Sometimes a man is inspired in a dream by a deity or the spirit of a deceased ancestor or other close relative to hold a sandau hari festival which is bigger than a makai di ruai ceremony. To this feast, the people of the longhouse invite guests from other villages. Gawai Sandau Hari means “day time festival” and is celebrated on the open-air verandah, tanju, only during the daytime.
As soon as the guests have arrived and are received by the hosts along the ruai, the feast chief waves a cock along the longhouse gallery to invite all who have come to be seated upon his tanju which has been decorated for the occasion with good mats and woven blankets to attend his feast.
After all of the guests have taken their seats in order, three to five warriors each make from three to five offerings to God and the spirits. Having done this, one of the warriors stands up with a cock in his hands to recite a long sampi prayer to call for the deities and the universal spirits to come to the feast with blessings and charms of all kinds. He beseeches the almighty God in his mercy to grant to the feast chief and his people good health and prosperity in times to come. After the recitation of this prayer, the young men serve the guests with tuak wine on the tanju. After the guests have drunk the tuak wine, expert drummers perform gendang pampat music on ketebong drums.
As the quick music is booming, three to five warriors perform their ray ah dance around the sacred Kalingkang pole which is carefully raised at the middle of the tanju. At this moment it is believed that Sengalang Burong, the god of war; his sons-in-law, Ketupong, Beragai Bejampong, Embuas, Pangkas, Papau and Nendak; and their wives from the heavens are spiritually present and mingling with the hosts and guests on the tanju.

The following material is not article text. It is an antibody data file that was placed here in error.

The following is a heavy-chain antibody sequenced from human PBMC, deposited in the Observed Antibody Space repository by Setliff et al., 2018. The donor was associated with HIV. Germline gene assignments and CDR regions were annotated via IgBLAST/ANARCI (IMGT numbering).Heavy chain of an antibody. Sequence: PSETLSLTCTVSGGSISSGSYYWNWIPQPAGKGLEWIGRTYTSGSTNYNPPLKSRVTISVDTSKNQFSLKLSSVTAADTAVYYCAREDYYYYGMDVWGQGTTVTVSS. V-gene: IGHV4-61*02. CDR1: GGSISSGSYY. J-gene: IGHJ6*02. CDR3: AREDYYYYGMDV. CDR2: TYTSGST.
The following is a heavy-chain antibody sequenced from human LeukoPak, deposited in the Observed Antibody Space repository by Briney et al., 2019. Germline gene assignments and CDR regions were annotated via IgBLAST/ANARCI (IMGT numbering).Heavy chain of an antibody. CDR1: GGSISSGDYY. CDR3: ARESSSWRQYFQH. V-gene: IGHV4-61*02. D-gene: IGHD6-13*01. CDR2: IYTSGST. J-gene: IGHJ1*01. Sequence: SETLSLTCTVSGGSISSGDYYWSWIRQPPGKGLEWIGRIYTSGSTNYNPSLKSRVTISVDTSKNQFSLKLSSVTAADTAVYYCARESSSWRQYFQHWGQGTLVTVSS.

The music from the drums continues, accompanied by the tinkling sound of iron adzes struck by a chosen warrior. This music is made for Sengalang Burong’s sons-in-law to join the rayah dance spiritually with the warrior dancers. At this time another warrior burns wild flowers and crabs on a hearth to welcome the coming of spiritual guests from the Panggau Libau and Gellong worlds. These guests are Keling, Laja, Simpurai, Pungga, Tutong, Ngelai, Renggan and others.1 If these wild flowers and crabs are not burnt on the hearth (bedilang) the unfortunate human guests would faint (luput – pansa arong) by the presence of these spiritual heroes.
After the dancing ceremony around the sacred pole is over, the spirits are believed to return to their own home. The guests and senior hosts are served food along the open tanju. After the meal is over, the feast chief waves a cock to inform all the people that his sandau hari festival is now coming to an end. As soon as the announcement is made, the guests disperse; some return to their own longhouse immediately, while others continue to drink tuak wine with the hosts till sunset.
Source: http://gnmawar.wordpress.com/adat-iban/part-1-iban-adat-law-and-custom/ Chapter 4 Religious Festivals